A weird, somewhat left-handed critique ran in a recent edition of The Economist where for the life of me they seemed to be waxing nostalgic for the good old days of violent miner strikes in “Bloody Harlan,” the famous county where so many of them occurred.  This was all prompted by a widely reported, though small effort, where some dozen to twenty miners and their families had blocked a coal train while trying to get Blackjewel to pay them their back wages as it hid behind bankruptcy.  This columnist couldn’t contain his glee in arguing that the original action had been greatly assisted by a bunch of anarchists who had come to help, and then in his argument the protest collapsed once there was a falling out with the anarchists over one of the miner’s support for Trump.  Who knows “who shot John” on this one, but it was much more widely reported that the miners had succeeded in getting the revenue from the coal train they had blocked promised towards their back wages?

My point remains the same.  What’s up with all this advice?  Is this a call to arms or just another catcall from the cheap seats?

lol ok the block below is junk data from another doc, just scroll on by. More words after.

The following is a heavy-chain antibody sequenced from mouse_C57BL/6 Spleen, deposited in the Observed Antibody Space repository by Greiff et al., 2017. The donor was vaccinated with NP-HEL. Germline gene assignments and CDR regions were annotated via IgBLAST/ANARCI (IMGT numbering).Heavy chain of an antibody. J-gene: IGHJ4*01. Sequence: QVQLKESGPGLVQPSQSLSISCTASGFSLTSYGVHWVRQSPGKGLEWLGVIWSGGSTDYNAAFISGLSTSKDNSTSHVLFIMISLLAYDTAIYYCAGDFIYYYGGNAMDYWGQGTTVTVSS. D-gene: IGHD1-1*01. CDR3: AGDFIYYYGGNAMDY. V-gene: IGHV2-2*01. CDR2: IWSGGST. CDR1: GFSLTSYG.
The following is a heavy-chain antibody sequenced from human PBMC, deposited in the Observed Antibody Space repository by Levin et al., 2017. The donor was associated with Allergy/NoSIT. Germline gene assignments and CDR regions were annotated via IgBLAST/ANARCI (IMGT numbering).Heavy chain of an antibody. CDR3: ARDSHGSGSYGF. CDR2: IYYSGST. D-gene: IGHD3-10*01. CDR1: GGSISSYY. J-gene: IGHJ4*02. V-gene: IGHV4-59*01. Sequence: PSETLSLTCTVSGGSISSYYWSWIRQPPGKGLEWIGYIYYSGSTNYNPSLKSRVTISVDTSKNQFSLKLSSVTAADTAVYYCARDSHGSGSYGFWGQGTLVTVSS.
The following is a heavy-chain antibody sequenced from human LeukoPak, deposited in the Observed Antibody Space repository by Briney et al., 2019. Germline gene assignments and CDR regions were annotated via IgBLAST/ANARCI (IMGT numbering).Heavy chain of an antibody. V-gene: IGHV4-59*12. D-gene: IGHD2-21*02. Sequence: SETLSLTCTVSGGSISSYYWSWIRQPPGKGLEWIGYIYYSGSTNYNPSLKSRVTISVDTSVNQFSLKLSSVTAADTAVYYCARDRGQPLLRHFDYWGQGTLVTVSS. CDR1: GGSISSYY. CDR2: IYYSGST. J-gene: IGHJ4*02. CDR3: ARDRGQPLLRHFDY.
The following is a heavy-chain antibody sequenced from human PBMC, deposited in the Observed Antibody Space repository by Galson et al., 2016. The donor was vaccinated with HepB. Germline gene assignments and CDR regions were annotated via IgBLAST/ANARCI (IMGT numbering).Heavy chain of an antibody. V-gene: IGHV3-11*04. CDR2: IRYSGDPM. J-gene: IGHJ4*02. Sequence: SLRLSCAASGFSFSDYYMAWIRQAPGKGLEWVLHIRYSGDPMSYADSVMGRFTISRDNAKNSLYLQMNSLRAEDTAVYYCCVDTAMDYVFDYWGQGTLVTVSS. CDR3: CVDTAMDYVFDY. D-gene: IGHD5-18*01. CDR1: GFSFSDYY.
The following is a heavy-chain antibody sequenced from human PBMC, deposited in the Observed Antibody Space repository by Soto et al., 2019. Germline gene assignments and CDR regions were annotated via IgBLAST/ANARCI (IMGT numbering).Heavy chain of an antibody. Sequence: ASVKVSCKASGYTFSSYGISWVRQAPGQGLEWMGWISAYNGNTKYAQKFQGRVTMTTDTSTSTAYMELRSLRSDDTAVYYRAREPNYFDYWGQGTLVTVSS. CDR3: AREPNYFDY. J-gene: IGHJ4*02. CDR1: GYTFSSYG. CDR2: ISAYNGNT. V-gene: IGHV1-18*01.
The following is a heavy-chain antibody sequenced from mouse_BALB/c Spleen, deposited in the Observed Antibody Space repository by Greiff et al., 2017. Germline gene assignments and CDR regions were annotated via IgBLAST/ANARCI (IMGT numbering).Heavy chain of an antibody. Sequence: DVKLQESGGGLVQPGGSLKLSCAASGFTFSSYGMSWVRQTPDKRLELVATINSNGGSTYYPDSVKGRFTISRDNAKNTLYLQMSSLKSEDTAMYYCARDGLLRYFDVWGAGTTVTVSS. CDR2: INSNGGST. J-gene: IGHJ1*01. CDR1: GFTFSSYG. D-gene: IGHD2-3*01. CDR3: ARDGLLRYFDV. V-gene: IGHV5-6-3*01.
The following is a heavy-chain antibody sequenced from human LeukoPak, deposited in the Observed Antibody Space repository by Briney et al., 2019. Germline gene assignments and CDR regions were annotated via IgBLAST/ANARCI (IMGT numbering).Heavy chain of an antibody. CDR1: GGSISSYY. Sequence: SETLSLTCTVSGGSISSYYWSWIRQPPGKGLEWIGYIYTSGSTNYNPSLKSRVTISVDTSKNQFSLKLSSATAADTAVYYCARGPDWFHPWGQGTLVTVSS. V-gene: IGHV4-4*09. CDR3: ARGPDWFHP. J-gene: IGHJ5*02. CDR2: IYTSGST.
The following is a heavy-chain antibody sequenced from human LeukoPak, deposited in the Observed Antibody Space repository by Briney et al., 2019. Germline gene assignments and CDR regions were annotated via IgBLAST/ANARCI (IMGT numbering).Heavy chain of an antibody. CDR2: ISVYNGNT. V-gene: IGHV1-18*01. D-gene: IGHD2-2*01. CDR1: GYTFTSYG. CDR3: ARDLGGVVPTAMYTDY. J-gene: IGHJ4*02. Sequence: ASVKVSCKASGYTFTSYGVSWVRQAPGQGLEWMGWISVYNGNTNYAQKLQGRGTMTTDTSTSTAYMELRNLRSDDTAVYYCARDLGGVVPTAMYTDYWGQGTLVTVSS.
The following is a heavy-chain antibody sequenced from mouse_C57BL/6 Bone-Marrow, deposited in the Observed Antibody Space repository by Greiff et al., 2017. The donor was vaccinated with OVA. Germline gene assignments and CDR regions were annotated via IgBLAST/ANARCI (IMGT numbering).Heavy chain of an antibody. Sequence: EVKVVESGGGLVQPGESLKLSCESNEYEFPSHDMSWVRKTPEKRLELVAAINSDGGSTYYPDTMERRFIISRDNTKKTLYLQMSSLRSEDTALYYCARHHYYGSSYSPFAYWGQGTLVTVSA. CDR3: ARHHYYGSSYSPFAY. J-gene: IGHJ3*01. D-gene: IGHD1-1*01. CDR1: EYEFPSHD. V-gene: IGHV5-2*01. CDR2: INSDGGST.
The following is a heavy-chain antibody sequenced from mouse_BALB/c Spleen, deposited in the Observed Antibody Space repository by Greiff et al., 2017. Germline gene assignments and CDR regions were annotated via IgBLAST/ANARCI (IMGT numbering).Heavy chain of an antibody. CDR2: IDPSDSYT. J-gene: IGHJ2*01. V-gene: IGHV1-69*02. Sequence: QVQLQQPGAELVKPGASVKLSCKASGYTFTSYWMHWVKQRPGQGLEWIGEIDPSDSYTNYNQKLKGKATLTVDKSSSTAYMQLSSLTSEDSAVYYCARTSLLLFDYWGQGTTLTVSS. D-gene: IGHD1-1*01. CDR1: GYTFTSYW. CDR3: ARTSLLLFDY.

Action Meets Reaction: Legislators Try to Curtail Protests

New Orleans   In high school chemistry one of the few things we all learned that made a permanent impression as an almost universal rule of life, is that for every action there is a reaction. The rising activism, resistance, and protest that has been a hallmark of grassroots action this year thus far is being met by equally strident grassroots reaction by conservatives. If the streets have become our hallowed ground, the legislative aisles have become theirs in many states. A report in the New York Times counts sixteen states that have filed bills designed to curtail and intimidate protests and various disruptive tactics with another two states, Massachusetts and North Carolina, pushing to bring the total to eighteen, according to Jonathan Griffin, a policy analyst at the National Conference of State Legislators.